Polish PM faces tough talks on refugees and CO2 reduction
PR dla Zagranicy
Prime Minister of Poland Beata Szydło is making her first official foreign visits on Sunday, with EU-Turkish talks in Brussels on refugees, followed by a climate summit in Paris.
Prime Minister Beata Szydło departs for Brussels. Photo: PAP/Radek Pietruszka
The Brussels talks are aimed at offering Turkey closer ties with the EU in return for help in stemming the flow of refugees to EU states from the country.
The EU hopes that Turkey will spend about EUR billion of EU money making conditions for the approximately 2.3 million Syrian refugees in Turkey better, so that they do not continue to leave for Greek islands, and then travel on to other EU countries.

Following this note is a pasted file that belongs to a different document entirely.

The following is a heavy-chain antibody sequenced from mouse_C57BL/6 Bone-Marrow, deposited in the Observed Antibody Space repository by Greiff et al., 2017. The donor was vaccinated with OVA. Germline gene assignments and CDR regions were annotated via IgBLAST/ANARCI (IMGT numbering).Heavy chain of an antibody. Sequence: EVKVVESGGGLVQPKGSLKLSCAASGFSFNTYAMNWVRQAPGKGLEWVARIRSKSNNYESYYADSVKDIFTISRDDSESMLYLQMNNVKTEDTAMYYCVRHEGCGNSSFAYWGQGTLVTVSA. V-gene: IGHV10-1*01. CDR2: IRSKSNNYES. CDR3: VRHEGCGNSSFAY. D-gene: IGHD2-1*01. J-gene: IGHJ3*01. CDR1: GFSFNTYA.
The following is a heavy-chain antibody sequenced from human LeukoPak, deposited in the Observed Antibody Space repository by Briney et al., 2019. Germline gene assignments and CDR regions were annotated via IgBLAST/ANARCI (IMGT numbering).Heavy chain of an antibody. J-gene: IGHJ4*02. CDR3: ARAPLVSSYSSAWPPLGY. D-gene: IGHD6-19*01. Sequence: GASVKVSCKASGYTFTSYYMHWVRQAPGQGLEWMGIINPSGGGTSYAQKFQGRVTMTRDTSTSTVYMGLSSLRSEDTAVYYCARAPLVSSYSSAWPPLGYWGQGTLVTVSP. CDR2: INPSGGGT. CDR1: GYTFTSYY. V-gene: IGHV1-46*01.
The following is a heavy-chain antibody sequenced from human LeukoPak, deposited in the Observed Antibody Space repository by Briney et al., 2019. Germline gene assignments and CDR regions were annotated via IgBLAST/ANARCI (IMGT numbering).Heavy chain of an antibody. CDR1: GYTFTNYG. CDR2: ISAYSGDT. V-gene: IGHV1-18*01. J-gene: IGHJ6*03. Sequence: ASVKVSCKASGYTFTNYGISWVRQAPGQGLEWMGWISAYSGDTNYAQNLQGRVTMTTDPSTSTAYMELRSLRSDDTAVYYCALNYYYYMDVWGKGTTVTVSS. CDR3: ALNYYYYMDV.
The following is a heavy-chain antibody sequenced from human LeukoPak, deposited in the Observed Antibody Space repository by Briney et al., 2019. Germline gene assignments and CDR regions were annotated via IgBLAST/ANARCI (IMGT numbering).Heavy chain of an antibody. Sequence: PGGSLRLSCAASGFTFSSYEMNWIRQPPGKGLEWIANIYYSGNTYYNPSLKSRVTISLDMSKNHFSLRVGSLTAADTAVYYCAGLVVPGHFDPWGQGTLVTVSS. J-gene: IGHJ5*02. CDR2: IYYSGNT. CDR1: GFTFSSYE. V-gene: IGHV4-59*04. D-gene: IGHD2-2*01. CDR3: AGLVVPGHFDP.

Poland's position is described by analysts as awkward as the new cinservative Law and Justice government has indicated that it is against taking in any refugees, regardless of whether they are already in the EU (almost 1 million arrived this year).
The last Polish government, led by centrist party Civic Platform, had pledged to take in at least 7,000 refugees.
The new government was criticised by President of the European Parliament Martin Schulz for showing a lack of solidarity, prompting angry responses from Warsaw.
In the evening, Szydło will fly to Paris, where the leaders of over 140 countries are taking part in talks aimed at reducing emissions that are leading to global warming.
Poland is currently obliged to cut CO2 emissions by 2030 within the framework of an EU programme.
However, the ruling party and President Andrzej Duda (himself formerly of the party), have indicated that Poland is against such measures.
Although Poland's coal industry is struggling at present, partly owing to cheap coal prices elsewhere, 90 percent of the country's power is generated by coal. (nh/rk)